These boils are apparently a very normal, popular group activity. Where have I been? Oh yeah, eating dumplings and stuff :). I did some research and decided to do a blue crab boil. Before you email me telling me I made a typo, let me say that I really tried to get live blue crabs. I couldn’t find ANY. I tried both Chinese supermarkets, where live seafood are aplenty. I went to several seafood and fish companies, all of which had lobsters, but no live blue crabs. They had frozen crab legs, etc, etc, but I wanted some live sea creatures. I ended up getting clams and lobsters, because hey, I won’t say no to lobsters.
As for my base, I did what my family usually does: add fresh ginger, garlic, scallions, and some chiles for seasoning. And then I dumped some gochugaru flakes and some sichuan peppercorns, because why not bump up the heat a bit?
It turned out SO GOOD. I boiled the lobster and clam first, then did the potato/corn. Wow, you can really taste the seasonings. I did make a spicy-butter sauce for dipping, but sometimes I omitted the sauce. When you bite into the corn, you get a subtle numbing around the edges of your mouth, and you feel the heat after you bite into the sweet corn. The sweetness of the kernels and the subtle bite of heat pair extremely well together.
RECIPE: Lobster / Clam Boil with Sichuan Peppers
I learned about boils a lot via Honestly Yum and Serious Eats. I have 3 lobsters at 4.3 lbs – approximately 1.5 lbs/lobster.. so I cooked at 11 minutes. The clams were only in for 6 minutes. Make sure the clams are open. If some clams did not open, toss them away. The thing about these boils is you can customize it in any way you want. I’ve seen these with no spice – just some old bay seasoning or even just salt/pepper. You can add sausages, which is a classic and a must for some. You can use potatoes or not. You can just have a butter sauce for dipping, or use no sauce at all. I used clams and lobsters, but I can easily imagine crabs and shrimp, or shrimp and crawfish. Play around with it, do what you prefer!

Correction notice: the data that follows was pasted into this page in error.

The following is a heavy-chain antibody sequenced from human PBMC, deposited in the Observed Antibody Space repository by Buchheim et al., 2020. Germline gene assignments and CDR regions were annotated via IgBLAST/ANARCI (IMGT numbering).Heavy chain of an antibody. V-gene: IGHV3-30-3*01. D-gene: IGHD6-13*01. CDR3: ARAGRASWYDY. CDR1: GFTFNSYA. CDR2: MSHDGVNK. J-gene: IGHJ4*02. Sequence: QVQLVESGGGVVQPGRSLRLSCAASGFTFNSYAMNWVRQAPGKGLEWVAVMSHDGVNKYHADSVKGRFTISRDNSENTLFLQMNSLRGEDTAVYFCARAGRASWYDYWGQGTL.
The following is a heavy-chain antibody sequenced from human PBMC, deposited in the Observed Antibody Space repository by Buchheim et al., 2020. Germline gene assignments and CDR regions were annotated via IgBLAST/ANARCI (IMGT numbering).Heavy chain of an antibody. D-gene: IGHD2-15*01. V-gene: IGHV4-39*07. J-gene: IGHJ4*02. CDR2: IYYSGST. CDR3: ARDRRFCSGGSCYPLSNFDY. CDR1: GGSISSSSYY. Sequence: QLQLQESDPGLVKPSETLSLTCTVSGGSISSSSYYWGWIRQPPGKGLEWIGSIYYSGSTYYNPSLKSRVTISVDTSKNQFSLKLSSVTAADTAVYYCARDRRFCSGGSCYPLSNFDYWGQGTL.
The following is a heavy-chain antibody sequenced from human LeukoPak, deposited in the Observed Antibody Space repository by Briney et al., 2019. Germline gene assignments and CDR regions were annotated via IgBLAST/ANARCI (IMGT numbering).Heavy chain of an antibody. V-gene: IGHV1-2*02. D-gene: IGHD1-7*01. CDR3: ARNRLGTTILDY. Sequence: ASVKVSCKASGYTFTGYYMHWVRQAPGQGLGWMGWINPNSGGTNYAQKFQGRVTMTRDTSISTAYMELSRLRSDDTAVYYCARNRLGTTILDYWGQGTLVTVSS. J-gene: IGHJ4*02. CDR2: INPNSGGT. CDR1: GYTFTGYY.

3 live lobsters (or equivalent in crabs)
1.5 lbs clam (or equivalent in shrimp)
5 ears corn, shucked and halved
½ lb small potatos –or more.
2 medium-sized onions, quartered
3 slices fresh ginger
2 stalks scallion, roughly chopped
4-5 dried chiles (optional)
2 tbsp Sichuan peppercorn (optional)
2.5 tbsp gochugaru (optional)
2 heads garlic, the point part sliced off
1.5 sticks butter
2 tsp gochugaru (korean chile flakes)
1 tsp brown sugar
1 tsp paprika
1 tsp cayenne pepper
1| Fill a large stock pot, large enough to fit your lobsters, with water.
2| Bring to a boil and liberally salt water and add seasonings.
3| Add ginger, garlic, onion, and scallions into the water. Simmer for 5-10 minutes. Meanwhile, you can start sauce:
4| Melt butter, add in garlic till aromatic, then add in seasoning – simmer on low u for another 5 minutes.
5| Cook lobsters according to average weight on all lobsters. I did 11 minutes.
6| Tie clams very loosely with cheese cloth. This is to prevent clam meat from sinking to the bottom of the pot.
7| When there are 7 minutes left to lobster, add in clams – watch to see when they open up.
8| Remove lobster. Cool lobster for 10 minutes.
9| Add in potatoes and cook for 5 minutes, then add corn and boil another 5 minutes, and remove potatoes when fork tender.
10| Drain the rest of the items in the pot, and dump onto newspaper or disposable plastic cloth. Prepare lots of paper towels, a cold drink, and just have fun. Oh, and definitely have a waste bucket for cobs and shell.